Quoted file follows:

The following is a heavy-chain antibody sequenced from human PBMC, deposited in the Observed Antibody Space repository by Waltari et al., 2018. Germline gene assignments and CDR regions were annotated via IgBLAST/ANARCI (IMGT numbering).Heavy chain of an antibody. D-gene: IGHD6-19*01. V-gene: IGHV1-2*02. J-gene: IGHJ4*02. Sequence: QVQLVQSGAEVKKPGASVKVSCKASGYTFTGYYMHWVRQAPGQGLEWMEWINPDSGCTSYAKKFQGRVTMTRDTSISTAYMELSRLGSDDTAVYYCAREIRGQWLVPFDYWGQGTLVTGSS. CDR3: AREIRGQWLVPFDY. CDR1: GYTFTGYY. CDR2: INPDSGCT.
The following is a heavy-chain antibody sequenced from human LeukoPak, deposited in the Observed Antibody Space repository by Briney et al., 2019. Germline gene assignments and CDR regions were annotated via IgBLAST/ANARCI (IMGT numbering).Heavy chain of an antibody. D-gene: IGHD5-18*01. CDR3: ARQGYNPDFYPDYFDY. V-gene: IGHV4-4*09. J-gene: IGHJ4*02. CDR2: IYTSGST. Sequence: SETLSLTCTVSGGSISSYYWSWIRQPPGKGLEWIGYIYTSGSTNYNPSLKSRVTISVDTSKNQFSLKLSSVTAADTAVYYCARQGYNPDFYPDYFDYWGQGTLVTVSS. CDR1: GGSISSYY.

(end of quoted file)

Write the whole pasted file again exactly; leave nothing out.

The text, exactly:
The following is a heavy-chain antibody sequenced from human PBMC, deposited in the Observed Antibody Space repository by Waltari et al., 2018. Germline gene assignments and CDR regions were annotated via IgBLAST/ANARCI (IMGT numbering).Heavy chain of an antibody. D-gene: IGHD6-19*01. V-gene: IGHV1-2*02. J-gene: IGHJ4*02. Sequence: QVQLVQSGAEVKKPGASVKVSCKASGYTFTGYYMHWVRQAPGQGLEWMEWINPDSGCTSYAKKFQGRVTMTRDTSISTAYMELSRLGSDDTAVYYCAREIRGQWLVPFDYWGQGTLVTGSS. CDR3: AREIRGQWLVPFDY. CDR1: GYTFTGYY. CDR2: INPDSGCT.
The following is a heavy-chain antibody sequenced from human LeukoPak, deposited in the Observed Antibody Space repository by Briney et al., 2019. Germline gene assignments and CDR regions were annotated via IgBLAST/ANARCI (IMGT numbering).Heavy chain of an antibody. D-gene: IGHD5-18*01. CDR3: ARQGYNPDFYPDYFDY. V-gene: IGHV4-4*09. J-gene: IGHJ4*02. CDR2: IYTSGST. Sequence: SETLSLTCTVSGGSISSYYWSWIRQPPGKGLEWIGYIYTSGSTNYNPSLKSRVTISVDTSKNQFSLKLSSVTAADTAVYYCARQGYNPDFYPDYFDYWGQGTLVTVSS. CDR1: GGSISSYY.